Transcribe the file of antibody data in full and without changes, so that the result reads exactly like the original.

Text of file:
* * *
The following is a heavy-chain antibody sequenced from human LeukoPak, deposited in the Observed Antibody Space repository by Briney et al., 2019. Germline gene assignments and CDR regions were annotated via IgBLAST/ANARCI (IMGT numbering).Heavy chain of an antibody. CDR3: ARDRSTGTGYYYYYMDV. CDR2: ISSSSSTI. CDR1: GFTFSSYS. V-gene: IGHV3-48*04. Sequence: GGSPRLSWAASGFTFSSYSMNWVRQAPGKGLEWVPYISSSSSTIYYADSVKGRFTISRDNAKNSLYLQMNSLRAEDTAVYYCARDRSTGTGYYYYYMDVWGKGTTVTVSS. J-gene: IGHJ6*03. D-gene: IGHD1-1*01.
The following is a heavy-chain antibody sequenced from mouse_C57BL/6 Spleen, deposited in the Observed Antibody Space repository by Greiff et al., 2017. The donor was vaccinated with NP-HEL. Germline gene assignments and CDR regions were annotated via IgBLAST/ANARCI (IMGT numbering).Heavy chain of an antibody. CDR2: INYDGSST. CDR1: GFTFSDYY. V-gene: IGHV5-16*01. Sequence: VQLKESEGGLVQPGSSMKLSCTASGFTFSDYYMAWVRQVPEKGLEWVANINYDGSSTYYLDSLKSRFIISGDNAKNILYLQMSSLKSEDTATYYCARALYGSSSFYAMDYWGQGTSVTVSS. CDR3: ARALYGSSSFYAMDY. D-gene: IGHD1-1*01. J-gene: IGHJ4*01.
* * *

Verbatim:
The following is a heavy-chain antibody sequenced from human LeukoPak, deposited in the Observed Antibody Space repository by Briney et al., 2019. Germline gene assignments and CDR regions were annotated via IgBLAST/ANARCI (IMGT numbering).Heavy chain of an antibody. CDR3: ARDRSTGTGYYYYYMDV. CDR2: ISSSSSTI. CDR1: GFTFSSYS. V-gene: IGHV3-48*04. Sequence: GGSPRLSWAASGFTFSSYSMNWVRQAPGKGLEWVPYISSSSSTIYYADSVKGRFTISRDNAKNSLYLQMNSLRAEDTAVYYCARDRSTGTGYYYYYMDVWGKGTTVTVSS. J-gene: IGHJ6*03. D-gene: IGHD1-1*01.
The following is a heavy-chain antibody sequenced from mouse_C57BL/6 Spleen, deposited in the Observed Antibody Space repository by Greiff et al., 2017. The donor was vaccinated with NP-HEL. Germline gene assignments and CDR regions were annotated via IgBLAST/ANARCI (IMGT numbering).Heavy chain of an antibody. CDR2: INYDGSST. CDR1: GFTFSDYY. V-gene: IGHV5-16*01. Sequence: VQLKESEGGLVQPGSSMKLSCTASGFTFSDYYMAWVRQVPEKGLEWVANINYDGSSTYYLDSLKSRFIISGDNAKNILYLQMSSLKSEDTATYYCARALYGSSSFYAMDYWGQGTSVTVSS. CDR3: ARALYGSSSFYAMDY. D-gene: IGHD1-1*01. J-gene: IGHJ4*01.